Streamline simulators are gaining increasing acceptance because of their computational advantage, intuitive appeal and ability to visualize the flow patterns in 3D. Much of the current industry experience has been limited to black oil simulation, specifically two phase water-oil displacements under incompressible or slightly compressible conditions. However, given the favorable computational scaling properties of streamline models, the potential advantage for compositional simulation can be even more compelling. Although several papers have discussed compositional streamline formulation, they all suffer from a major limitation, particularly for compressible flow. The decoupling of the compositional pressure and transport equations, which form the basis for streamline simulation, has been accomplished under severely restrictive assumptions.

In this paper, we examine the implications of these assumptions on the accuracy of compositional streamline simulation using a novel and rigorous treatment of compressibility. Our compositional streamline formulation builds on the recent work of Cheng et al.1 and uses the concept of effective density to redefine the bi-streamfunctions and decouple the 3D conservation equations to 1D transport equations for overall compositions along streamlines. The effective density accounts for volume changes with pressure and can be conveniently traced along streamlines. The streamline equations are solved using a third order TVD scheme to minimize numerical dispersion. The phase compositions and saturations are obtained via thermodynamic flash calculations.

We propose a novel ‘optimal’ gridding strategy for efficient solution of the 1D compositional equations along streamlines. The approach is based on a bias-variance trade-off of ‘slowness’ along streamlines and adaptively coarsens the grid for the 1D solution without compromising accuracy. This significantly reduces the number of flash calculations during the 1D solutions. We compare the results from our proposed formulation with finite difference simulation and also, existing compositional streamline formulations in the literature to highlight the importance of the rigorous treatment of compressibility effects. Finally, we examine the scaling behavior of the streamline and finite difference models for compositional simulation to identify potential computational advantages for large-scale field applications.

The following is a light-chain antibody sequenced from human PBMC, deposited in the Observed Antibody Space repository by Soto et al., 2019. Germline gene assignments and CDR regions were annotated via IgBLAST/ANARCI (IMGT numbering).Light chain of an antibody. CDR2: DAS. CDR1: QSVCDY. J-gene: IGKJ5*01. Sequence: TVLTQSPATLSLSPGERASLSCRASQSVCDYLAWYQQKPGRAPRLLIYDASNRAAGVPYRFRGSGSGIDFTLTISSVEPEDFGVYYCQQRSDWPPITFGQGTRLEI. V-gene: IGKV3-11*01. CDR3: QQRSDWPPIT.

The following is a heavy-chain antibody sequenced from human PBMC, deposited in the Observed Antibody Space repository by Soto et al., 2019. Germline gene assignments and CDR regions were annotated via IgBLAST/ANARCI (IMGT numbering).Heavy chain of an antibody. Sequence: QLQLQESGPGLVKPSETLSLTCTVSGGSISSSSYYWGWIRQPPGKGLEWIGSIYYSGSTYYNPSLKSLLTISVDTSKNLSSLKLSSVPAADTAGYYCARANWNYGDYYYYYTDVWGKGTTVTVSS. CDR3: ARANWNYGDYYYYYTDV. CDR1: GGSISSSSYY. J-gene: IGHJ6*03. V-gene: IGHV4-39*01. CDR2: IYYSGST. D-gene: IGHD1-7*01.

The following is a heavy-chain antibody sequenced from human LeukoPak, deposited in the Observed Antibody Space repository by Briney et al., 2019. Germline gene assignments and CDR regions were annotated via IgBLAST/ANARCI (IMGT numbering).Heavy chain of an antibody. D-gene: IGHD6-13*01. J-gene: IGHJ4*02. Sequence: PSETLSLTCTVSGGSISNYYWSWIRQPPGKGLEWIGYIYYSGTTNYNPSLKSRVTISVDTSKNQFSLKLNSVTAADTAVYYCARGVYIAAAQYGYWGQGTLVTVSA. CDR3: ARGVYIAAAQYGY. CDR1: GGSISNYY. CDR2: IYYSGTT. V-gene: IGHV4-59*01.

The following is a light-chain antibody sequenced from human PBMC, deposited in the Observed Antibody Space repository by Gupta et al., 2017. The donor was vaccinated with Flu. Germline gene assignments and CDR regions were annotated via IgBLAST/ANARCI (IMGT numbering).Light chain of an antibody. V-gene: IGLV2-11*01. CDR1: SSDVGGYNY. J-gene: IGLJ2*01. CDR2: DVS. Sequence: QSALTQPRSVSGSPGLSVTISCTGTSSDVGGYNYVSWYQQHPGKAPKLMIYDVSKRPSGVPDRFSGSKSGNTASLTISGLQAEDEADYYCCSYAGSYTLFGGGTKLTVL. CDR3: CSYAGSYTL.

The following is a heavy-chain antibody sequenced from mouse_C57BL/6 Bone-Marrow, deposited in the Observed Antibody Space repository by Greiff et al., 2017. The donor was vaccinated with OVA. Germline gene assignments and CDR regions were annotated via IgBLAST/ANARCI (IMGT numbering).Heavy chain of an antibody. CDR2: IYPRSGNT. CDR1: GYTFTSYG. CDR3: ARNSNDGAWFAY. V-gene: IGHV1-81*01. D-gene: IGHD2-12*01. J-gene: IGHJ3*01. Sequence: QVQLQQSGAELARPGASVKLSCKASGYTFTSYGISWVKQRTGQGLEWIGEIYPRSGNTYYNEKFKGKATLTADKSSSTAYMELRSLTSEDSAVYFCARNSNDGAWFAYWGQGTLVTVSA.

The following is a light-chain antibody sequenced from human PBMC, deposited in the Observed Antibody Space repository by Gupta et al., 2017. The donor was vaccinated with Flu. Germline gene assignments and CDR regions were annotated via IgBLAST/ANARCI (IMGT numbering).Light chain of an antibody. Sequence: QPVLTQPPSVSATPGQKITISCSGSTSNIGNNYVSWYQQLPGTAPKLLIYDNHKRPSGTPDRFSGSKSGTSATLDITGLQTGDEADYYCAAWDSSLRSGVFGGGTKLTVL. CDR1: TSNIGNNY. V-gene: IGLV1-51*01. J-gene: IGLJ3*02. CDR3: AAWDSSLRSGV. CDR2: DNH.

In many applications, a black oil representation of the reservoir fluids is inadequate. These include depletion of gas condensate and volatile oil reservoirs and also enhanced oil recovery processes such as enriched miscible gas injection, carbon dioxide flooding and chemical flooding. Specifically, when the fluid properties are dependent on both phase composition and pressure, we have to resort to compositional simulation. Such simulations involve the solution of the mass conservation equation in conjunction with phase equilibrium calculations to determine phase compositions, phase pressures and saturations.2–7 The additional capabilities of compositional simulation also make it more expensive in terms of computation time and memory. This makes the potential benefit of streamline based compositional simulation even more compelling than for black oil or for two phase waterflood.

We already know that streamline models in many situations can outperform conventional finite difference simulation in terms of computational speed. However, most applications have been limited to incompressible or slightly compressible flow and under convection dominated flow conditions.5–14 The underlying incompressibility assumption allows us to easily decouple the pressure and conservation equations by introducing a time of flight coordinate.10 By applying the time of flight as a spatial coordinate, the multi-dimensional conservation equations are reduced to a series of 1D equations along streamlines and can be solved using a relatively large time step compared to the original grid block based equations. The streamline-based solution can also reduce numerical dispersion and grid orientation effects leading to improved accuracy of the solution.

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